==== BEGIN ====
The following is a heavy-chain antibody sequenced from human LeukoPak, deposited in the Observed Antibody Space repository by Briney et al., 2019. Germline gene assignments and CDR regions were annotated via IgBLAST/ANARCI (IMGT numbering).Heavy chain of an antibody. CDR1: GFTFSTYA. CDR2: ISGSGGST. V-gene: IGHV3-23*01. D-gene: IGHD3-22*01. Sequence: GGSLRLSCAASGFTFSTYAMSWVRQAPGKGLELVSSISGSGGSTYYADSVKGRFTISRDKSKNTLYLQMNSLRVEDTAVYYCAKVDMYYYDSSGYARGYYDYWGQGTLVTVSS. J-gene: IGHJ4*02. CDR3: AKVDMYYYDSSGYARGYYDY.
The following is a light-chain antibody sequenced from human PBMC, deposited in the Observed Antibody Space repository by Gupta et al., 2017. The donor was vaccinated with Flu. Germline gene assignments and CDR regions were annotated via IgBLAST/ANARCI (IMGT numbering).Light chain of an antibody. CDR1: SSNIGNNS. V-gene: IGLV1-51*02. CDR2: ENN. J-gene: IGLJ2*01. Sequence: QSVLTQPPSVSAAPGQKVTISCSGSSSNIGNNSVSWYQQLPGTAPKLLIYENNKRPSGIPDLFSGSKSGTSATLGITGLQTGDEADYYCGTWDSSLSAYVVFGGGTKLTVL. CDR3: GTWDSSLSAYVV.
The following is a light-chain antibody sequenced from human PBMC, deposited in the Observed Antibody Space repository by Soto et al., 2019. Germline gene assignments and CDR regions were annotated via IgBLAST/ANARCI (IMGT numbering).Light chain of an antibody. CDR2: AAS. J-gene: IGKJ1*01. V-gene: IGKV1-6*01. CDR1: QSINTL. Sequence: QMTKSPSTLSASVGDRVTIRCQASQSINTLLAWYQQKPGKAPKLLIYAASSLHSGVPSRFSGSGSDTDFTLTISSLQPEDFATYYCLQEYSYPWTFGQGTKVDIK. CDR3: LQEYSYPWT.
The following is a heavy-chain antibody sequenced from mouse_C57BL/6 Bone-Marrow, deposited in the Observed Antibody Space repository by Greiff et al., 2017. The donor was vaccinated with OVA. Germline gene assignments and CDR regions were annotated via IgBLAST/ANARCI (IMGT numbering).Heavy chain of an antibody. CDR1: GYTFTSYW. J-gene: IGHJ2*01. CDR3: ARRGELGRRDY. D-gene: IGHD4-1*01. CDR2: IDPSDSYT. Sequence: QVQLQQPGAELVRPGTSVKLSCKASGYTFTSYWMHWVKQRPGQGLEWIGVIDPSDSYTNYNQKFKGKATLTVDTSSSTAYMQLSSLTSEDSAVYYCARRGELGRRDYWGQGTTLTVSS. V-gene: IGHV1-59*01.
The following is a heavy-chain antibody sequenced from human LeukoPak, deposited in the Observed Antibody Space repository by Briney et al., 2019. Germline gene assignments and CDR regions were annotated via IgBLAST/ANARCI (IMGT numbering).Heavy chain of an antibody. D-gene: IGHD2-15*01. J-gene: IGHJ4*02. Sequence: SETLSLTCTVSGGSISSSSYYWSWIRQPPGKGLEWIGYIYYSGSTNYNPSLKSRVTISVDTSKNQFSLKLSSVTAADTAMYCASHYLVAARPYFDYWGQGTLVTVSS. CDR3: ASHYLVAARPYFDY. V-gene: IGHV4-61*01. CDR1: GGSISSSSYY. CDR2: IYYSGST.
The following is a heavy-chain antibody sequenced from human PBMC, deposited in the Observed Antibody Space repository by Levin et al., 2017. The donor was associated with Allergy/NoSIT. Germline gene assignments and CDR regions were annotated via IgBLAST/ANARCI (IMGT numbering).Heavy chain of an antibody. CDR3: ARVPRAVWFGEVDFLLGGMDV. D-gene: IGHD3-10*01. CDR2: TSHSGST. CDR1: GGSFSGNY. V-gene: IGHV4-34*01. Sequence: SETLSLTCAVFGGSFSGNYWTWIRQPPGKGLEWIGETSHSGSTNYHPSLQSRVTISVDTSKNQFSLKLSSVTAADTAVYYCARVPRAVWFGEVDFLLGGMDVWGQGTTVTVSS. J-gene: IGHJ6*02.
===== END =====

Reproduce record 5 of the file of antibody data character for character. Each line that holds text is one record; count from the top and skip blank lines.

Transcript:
The following is a heavy-chain antibody sequenced from human LeukoPak, deposited in the Observed Antibody Space repository by Briney et al., 2019. Germline gene assignments and CDR regions were annotated via IgBLAST/ANARCI (IMGT numbering).Heavy chain of an antibody. D-gene: IGHD2-15*01. J-gene: IGHJ4*02. Sequence: SETLSLTCTVSGGSISSSSYYWSWIRQPPGKGLEWIGYIYYSGSTNYNPSLKSRVTISVDTSKNQFSLKLSSVTAADTAMYCASHYLVAARPYFDYWGQGTLVTVSS. CDR3: ASHYLVAARPYFDY. V-gene: IGHV4-61*01. CDR1: GGSISSSSYY. CDR2: IYYSGST.